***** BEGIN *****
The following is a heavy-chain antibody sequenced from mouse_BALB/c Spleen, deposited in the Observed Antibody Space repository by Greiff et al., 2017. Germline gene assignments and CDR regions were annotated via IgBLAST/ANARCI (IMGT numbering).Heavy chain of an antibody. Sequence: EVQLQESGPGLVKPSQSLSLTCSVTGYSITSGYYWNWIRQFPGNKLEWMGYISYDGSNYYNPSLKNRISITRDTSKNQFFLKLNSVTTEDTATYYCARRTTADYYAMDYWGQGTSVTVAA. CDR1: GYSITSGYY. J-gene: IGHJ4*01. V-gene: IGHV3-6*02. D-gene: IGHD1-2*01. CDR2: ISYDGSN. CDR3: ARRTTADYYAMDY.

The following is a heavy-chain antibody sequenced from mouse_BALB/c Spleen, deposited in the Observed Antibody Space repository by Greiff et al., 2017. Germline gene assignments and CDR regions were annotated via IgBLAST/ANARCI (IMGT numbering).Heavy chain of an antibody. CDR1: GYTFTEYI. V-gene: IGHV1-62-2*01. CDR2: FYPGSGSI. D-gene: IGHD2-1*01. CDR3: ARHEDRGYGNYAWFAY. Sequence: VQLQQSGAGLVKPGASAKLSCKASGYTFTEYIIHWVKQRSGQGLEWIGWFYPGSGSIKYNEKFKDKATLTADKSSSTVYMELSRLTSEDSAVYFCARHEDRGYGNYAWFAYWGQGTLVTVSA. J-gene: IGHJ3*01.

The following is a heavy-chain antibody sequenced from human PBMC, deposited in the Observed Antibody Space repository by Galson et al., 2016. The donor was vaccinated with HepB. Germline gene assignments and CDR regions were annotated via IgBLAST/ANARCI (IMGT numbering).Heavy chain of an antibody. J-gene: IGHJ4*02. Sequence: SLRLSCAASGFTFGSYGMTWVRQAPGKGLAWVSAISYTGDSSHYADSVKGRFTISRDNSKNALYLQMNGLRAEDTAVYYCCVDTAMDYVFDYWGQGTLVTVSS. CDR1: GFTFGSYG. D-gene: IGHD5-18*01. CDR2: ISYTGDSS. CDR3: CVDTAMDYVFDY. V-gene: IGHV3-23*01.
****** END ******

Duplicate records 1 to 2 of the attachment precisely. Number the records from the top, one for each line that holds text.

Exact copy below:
The following is a heavy-chain antibody sequenced from mouse_BALB/c Spleen, deposited in the Observed Antibody Space repository by Greiff et al., 2017. Germline gene assignments and CDR regions were annotated via IgBLAST/ANARCI (IMGT numbering).Heavy chain of an antibody. Sequence: EVQLQESGPGLVKPSQSLSLTCSVTGYSITSGYYWNWIRQFPGNKLEWMGYISYDGSNYYNPSLKNRISITRDTSKNQFFLKLNSVTTEDTATYYCARRTTADYYAMDYWGQGTSVTVAA. CDR1: GYSITSGYY. J-gene: IGHJ4*01. V-gene: IGHV3-6*02. D-gene: IGHD1-2*01. CDR2: ISYDGSN. CDR3: ARRTTADYYAMDY.

The following is a heavy-chain antibody sequenced from mouse_BALB/c Spleen, deposited in the Observed Antibody Space repository by Greiff et al., 2017. Germline gene assignments and CDR regions were annotated via IgBLAST/ANARCI (IMGT numbering).Heavy chain of an antibody. CDR1: GYTFTEYI. V-gene: IGHV1-62-2*01. CDR2: FYPGSGSI. D-gene: IGHD2-1*01. CDR3: ARHEDRGYGNYAWFAY. Sequence: VQLQQSGAGLVKPGASAKLSCKASGYTFTEYIIHWVKQRSGQGLEWIGWFYPGSGSIKYNEKFKDKATLTADKSSSTVYMELSRLTSEDSAVYFCARHEDRGYGNYAWFAYWGQGTLVTVSA. J-gene: IGHJ3*01.